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The similarity between OTC derivatives and cheese

I recently chaired a conference focused upon FXMM, or foreign exchange money markets for those unfamiliar.

It’s a strange territory full of hedging and algo’s, but the bit of the day that really caught my attention was when Heather Pilley from the OTC Derivatives and Post-Trade Policy Division of the FSA, presented the plans for new regulations in this area.

She began by saying that the G20 has made it clear that by the end of 2012 there needs to be global regulations in place to ensure that OTC derivatives are traded on regulated exchanges.

This agreement is a drop dead date that the FSA, the EU and the USA are all working to such that, by 31st December 2012 or before, global markets will have fully regulated OTC derivatives markets.

On the 15th September, the European Commission released their proposed European Market Infrastructure Regulations (EMIR), and Heather made it is clear that these are similar, but not the same as, those proposed in the USA.

For example, EMIR includes FX exotics and forwards if they are being used for investment rather than commercial purposes. The US excludes FX forwards, so it’s different.

America restricts bank ownership of CCPs but Europe does not; EMIR instead strengthens the governance and surveillance requirements of CCPs but does not stop banks having ownership.

Similarly, smaller financial counterparties who are ‘not systemically important’ are excluded in American rules, but Europe bases ‘systemically important’ on a clearing threshold rather than the size of the counterparty.

This creates the shadiest area: the actual definition of what is ‘systemically important’.

Equally, a large OTC derivative contract for hedging based upon ‘commercial activity’ is excluded, whilst the same derivative if it is for investment purposes is included. Question: how do you separate and define these activities?

When a contract is made by an airline to hedge against oil price rises, is that commercial activity or investment activity?

This has not been defined in EMIR and are ‘still being worked upon’, hopefully in time for an agreement before the end of 2012.

Other areas that may confuse are that clearing obligations for these contracts are in two forms.

First, from a bottom-up view, the Central Counterparty (CCP) in Europe must be named and authorised by the national regulator, which will be identified through registration with the European Securities and Markets Authority (ESMA). This also determines the competent authority responsible for the contract, based upon the country of the CCP’s location.

Second, from a top-down view, ESMA determines which contracts must be cleared centrally and once a contract is in, it’s in 100%.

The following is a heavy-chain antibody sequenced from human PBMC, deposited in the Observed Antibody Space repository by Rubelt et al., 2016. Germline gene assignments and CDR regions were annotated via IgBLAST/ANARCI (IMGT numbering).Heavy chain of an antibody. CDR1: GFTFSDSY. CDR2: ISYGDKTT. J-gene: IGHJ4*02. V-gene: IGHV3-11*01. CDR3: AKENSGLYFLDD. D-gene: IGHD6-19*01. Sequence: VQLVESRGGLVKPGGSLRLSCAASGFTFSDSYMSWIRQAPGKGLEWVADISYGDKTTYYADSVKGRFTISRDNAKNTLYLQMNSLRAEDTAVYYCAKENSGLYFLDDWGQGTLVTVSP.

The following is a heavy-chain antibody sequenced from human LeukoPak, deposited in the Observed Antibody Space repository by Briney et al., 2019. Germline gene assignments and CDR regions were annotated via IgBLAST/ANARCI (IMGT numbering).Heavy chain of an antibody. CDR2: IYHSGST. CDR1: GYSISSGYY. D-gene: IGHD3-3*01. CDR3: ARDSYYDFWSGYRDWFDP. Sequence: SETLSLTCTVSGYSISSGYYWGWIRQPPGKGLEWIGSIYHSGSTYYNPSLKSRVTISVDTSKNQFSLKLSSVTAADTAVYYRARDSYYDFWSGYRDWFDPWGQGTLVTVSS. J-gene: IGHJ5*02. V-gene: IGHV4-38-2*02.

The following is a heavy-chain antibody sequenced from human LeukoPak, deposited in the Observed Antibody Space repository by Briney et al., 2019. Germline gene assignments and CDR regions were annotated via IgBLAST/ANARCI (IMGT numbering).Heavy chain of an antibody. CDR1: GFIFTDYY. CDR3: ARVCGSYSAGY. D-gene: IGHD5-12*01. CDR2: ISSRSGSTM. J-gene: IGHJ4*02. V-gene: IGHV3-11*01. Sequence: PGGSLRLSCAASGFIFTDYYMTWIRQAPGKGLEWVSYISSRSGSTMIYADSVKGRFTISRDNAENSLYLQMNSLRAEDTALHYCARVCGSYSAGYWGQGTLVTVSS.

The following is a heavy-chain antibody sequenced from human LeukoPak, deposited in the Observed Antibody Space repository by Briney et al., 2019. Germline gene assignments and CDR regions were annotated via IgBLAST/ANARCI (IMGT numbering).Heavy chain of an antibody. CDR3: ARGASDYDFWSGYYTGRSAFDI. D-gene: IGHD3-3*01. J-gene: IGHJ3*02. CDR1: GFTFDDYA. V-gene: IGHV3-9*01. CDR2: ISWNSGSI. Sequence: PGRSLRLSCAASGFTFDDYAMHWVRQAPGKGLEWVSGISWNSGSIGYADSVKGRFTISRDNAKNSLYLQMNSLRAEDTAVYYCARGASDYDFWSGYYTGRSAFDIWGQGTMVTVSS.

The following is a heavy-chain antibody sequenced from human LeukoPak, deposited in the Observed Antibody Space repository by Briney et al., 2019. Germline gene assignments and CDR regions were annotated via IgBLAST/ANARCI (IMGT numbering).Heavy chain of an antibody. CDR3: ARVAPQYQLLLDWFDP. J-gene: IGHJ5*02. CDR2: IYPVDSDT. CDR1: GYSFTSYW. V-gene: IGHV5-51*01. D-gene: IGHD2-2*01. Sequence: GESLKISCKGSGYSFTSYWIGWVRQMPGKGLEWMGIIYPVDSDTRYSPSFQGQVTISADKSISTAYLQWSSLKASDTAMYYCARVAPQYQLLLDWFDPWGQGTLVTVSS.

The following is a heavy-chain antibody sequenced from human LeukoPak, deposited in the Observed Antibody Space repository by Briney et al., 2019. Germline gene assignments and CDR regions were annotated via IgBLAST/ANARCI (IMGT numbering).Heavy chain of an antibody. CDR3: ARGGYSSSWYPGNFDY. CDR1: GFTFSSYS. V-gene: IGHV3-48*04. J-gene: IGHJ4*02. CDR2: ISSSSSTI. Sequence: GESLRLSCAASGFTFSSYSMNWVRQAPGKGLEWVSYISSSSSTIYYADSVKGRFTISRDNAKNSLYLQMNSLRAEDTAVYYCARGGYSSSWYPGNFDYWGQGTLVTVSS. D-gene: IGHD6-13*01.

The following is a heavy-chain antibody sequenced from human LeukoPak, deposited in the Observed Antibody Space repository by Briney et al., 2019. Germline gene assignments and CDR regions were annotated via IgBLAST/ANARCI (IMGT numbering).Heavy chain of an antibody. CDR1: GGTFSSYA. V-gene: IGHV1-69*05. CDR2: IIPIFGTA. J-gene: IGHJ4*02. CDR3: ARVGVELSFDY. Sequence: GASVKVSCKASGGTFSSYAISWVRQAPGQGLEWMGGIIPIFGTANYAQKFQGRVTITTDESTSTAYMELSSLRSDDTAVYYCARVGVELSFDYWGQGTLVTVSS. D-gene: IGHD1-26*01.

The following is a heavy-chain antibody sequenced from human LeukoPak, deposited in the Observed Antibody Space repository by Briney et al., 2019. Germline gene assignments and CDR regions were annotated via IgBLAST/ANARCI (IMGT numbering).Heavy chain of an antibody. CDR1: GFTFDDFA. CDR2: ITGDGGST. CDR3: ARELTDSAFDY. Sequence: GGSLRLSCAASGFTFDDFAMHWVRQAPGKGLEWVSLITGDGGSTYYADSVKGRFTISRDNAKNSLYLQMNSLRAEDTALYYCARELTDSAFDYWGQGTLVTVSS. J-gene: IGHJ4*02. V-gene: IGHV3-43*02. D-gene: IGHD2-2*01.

This begged the question as to whether that means every contract is reviewed on a contract-by-contract basis, or whether it is by definition of the type of OTC contract being made. According to Helen, it is based upon the class of contract, not every contract one by one.

Bearing in mind the confusion of the above, Helen then said that the legislation is likely to be ready by April 2011, the technical standards by Spring 2012.

With all of these things still to be defined, such as thresholds, this seriously worried the corporates in the room, especially the definition of ‘commercial activity’. For example, Malcolm Cooper, Global Tax & Treasury Director for the National Grid, asked a range of questions including: can we ensure that commercial activity includes cross-currency swaps where there is no trade involved, but it is a valid hedge of commercial activity? Has anyone looked at the cost implications, as few treasury departments will have the resources to cover intraday margin calls if that’s the direction such regulations take?

Heather reassured by saying that most legitimate trading would be allowed and that it is only the systemically important areas that are the focus of the regulation.

This led to Mike Hazell, Group Treasurer with Debenhams, asking whether a $500 million currency swap is systemically important, as that’s a pretty regular and common deal for his firm.

Heather responded that they would be looking at net exposures, and that this still needs further definition.

Another audience member asked why OTC regulations will apply to FX forward contracts for investment purposes which operate on a three-day cycle, but do not apply to FX spot trading which operates on a two-day cycle. Is it fair to exempt one and not the other, just for one day’s difference?

All in all, the whole conversation left me with the sense that those who are developing the regulations really do not know what they’re doing.

There are massive inconsistencies between the European Commission’s papers and views, and those of member states. Equally, there are big incongruence’s between the US view and the EU view.

Finally, the fact that the G20 has laid this down as drop dead by end of 2012, there’s a big danger of creating something so full of holes, that Emmental Cheese will look positively robust by comparison.


About Chris M Skinner

Chris M Skinner
Chris Skinner is best known as an independent commentator on the financial markets through his blog, the Finanser.com, as author of the bestselling book Digital Bank, and Chair of the European networking forum the Financial Services Club. He has been voted one of the most influential people in banking by The Financial Brand (as well as one of the best blogs), a FinTech Titan (Next Bank), one of the Fintech Leaders you need to follow (City AM, Deluxe and Jax Finance), as well as one of the Top 40 most influential people in financial technology by the Wall Street Journal’s Financial News. To learn more click here...

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